Looking for important travel information while backpacking around Slovenia? Here you will find information on working in Slovenia, entry visas, Slovenia hostels, and much more.
Table of Contents
- Facts About Slovenia
- Entry Visas for Slovenia
- Foreigner Work Permits in Slovenia
- How to Say Common Phrases in Slovene
- Slovenia Hostels
Facts About Slovenia
Perhaps un-chartered territory for many Western travellers, Slovenia is a remarkably scenic country in southern central Europe. It is not only home to a dramatic Alpine region, but also boasts a spectacular coastline running along the Adriatic Sea. You can visit this small country to ski, to explore the lakes and the caves, or to roast yourself on the beach, all of which can be done in the most relaxing and civilized way. Then, of course, you have Slovenia’s cities, beautiful and historical, with thriving nightlife, top shopping, and great cafes and restaurants. A splendid mix, then, of breathtaking natural splendor and modern lifestyle.
Slovenia is all the more impressive for having so quickly turned its back on those grisly Communist years. The Slovenes have embraced their own cultural and ethnic heritage, and transformed their home into an affluent country. One mark of this progress came in 2004, when Slovenia was accepted into the EU.
Currency – Euro (€)
Time – GMT + 1
Languages – Slovenian, Hungarian, Italian
Telephone services – Country code +386 Emergency numbers – Police 113 Ambulance and Fire 112
Slovenia’s coastal region sits on the Adriatic and enjoys the same wonderful Mediterranean climate as Italy and parts of Croatia. Hot and dry weather is the norm for the summer months and temperatures are often around 30°C (86°F). Winters also tend to be mild, though it is quite usual for them to be wet too.
Away from the coast, summers are a little cooler. The average highs are usually near the 20°C (68°F) mark. Unfortunately for sunbathers, heavy downpours are also frequent during the summer. As for the winter, there is a lot of sun, but it will also be very cold. The temperature often hits freezing.
Things to do and see
Slovenia’s capital, Ljubljana, is an endlessly interesting place to visit. Italian baroque and Austrian Art Nouveau architecture characterize the look of this seductive city. Among the old buildings, a modern, urban lifestyle flourishes, from which art galleries, music festivals and interesting museums have emerged. These cultural feasts can be mixed in with some interesting shopping, with trendy fashion houses, as well as outlets selling more traditional Slovenian goodies. In particular, the flea market (near to Tromostoyje) has all kinds of cheap antiques to buy.
The metropolitan centre is also host to great nightlife. Bars, clubs, cafes, concerts, and theatre are all on offer. One not to miss is the Jazz Club Gajo, over the years it has attracted some of the most famous figures from the world of jazz. A visit in July may be worthwhile as this is when Ljubljana is taken over by the International Summer Festival.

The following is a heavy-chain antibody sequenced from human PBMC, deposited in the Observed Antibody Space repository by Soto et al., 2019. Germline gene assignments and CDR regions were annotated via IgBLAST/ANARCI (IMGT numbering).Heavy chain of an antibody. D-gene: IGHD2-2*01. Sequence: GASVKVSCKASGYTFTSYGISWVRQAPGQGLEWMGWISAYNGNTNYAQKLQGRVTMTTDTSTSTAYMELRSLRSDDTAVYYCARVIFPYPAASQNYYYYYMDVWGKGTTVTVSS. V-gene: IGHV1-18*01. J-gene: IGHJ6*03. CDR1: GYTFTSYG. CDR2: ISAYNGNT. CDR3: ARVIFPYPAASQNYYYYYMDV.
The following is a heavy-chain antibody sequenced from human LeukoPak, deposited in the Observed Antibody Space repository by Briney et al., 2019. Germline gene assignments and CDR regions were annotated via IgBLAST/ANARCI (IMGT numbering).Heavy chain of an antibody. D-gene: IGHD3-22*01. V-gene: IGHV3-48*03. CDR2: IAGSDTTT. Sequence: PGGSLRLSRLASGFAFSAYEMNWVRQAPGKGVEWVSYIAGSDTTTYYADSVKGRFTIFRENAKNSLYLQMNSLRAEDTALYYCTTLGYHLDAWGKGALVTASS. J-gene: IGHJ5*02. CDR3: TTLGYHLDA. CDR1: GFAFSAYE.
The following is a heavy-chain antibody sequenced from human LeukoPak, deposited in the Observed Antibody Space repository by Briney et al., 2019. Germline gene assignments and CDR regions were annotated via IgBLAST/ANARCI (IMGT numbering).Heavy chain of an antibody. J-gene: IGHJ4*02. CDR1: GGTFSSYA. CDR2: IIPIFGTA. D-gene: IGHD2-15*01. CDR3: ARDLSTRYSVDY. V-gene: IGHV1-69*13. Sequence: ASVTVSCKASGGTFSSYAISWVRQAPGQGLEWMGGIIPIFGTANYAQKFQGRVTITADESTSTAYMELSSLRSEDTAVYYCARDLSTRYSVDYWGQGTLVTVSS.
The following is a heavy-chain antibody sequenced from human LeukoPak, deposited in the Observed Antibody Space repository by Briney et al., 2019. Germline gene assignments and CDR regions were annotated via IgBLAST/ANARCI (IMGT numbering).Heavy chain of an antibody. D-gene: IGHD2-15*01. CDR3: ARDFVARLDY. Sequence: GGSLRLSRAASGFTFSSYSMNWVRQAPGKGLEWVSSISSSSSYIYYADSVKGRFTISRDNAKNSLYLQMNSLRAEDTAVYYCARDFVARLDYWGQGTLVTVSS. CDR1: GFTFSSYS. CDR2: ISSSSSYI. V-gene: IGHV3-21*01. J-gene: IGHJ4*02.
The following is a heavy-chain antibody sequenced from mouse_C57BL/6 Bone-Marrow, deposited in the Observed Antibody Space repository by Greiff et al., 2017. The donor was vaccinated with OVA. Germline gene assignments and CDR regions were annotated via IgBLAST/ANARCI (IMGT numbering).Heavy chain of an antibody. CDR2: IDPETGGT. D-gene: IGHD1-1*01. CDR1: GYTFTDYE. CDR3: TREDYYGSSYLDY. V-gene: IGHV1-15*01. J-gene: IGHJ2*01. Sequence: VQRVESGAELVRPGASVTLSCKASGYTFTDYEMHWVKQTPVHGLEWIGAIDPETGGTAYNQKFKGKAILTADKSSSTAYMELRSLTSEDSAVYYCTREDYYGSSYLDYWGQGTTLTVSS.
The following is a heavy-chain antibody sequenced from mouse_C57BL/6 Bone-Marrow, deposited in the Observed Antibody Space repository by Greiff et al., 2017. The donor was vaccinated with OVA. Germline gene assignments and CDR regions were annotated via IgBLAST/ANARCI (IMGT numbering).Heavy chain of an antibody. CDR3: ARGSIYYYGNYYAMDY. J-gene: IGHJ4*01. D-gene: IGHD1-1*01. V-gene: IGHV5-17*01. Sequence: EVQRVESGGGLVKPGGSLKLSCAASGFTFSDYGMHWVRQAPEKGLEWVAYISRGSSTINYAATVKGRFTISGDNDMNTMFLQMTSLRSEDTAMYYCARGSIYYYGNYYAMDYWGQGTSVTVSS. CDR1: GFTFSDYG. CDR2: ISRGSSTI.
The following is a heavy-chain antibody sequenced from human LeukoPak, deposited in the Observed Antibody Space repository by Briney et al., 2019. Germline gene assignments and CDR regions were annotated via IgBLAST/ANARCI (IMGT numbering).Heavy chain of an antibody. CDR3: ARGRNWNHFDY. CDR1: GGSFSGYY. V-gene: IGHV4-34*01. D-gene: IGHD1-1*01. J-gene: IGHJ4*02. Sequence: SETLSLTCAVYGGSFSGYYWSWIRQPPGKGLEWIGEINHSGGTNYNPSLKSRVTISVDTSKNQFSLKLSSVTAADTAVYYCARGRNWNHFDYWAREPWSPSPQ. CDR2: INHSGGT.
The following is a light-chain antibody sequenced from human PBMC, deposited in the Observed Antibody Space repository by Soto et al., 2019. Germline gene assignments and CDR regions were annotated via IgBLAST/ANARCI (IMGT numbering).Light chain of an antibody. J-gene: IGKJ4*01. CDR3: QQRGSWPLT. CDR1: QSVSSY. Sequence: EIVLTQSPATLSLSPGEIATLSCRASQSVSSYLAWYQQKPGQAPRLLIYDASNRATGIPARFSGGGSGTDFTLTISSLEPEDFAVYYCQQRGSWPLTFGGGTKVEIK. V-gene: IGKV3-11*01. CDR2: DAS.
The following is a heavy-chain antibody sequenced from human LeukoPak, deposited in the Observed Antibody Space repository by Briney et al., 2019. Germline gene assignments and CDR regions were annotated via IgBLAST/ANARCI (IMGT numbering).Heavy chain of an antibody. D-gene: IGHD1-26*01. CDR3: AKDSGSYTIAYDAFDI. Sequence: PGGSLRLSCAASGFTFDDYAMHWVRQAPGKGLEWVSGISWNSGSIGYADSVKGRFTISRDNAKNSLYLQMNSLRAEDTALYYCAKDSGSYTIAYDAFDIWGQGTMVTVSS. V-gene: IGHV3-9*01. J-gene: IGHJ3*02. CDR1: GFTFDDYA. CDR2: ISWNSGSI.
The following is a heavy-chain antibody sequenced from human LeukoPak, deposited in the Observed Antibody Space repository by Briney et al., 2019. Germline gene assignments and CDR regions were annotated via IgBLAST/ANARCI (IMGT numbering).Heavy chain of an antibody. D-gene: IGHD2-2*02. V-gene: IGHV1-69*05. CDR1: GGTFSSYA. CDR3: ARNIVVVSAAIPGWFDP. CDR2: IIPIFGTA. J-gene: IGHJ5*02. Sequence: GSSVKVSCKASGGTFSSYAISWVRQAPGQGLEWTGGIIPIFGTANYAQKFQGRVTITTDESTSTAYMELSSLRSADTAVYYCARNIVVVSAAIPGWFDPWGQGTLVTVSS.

Maribor, acknowledged as Slovenia’s second city, is in the northeast. Here you’ll find a melange of old and new, with the hallmarks of a heavily industrialized city juxtaposed alongside mysterious old streets and highlighted by the Gothic cathedral. Glavni Trg, a charming Renaissance square, captures the essence of Maribor’s past. While visiting, one might like to venture to nearby Ptuj. This is the oldest town in the country and is full of art galleries, museums, and a theatre.
For those perhaps seeking a lazy sun-drenched holiday, the Slovene Istria region is perfect. Bordering Italy and Croatia, this popular area of Slovenia basks in the Mediterranean sun and runs along the warm Adriatic Sea. Towns like Piran are picturesque seaside havens, embellished by cobbled piazzas and charming buildings. The port of Koper is equally attractive, full of nice hostels and restaurants.
The natural beauty of Slovenia is a hugely important part of the country’s appeal to visitors from abroad. Just outside Ljubljana are the Postojna Caves. So breath taking are these caves that UNESCO made them a World Heritage Site. Guided tours will take you by train through the many miles of galleries and chambers.
In the northwest are the Julian Alps, made even more remarkable by the mountain lakes, Bled and Bohinj. Entirely untarnished by modernity, visitors can enjoy alpine views and sleepy mountain hamlets set in the wooded shores of the lakes. Once again it’s the summer months that offer spectacular entertainment, with the Rikli’s Days festival in July, when thousands of candles are floated on Lake Bled.
Finally, wherever you happen to be in Slovenia, part of the fun is to enjoy some of the homemade wines and honeys.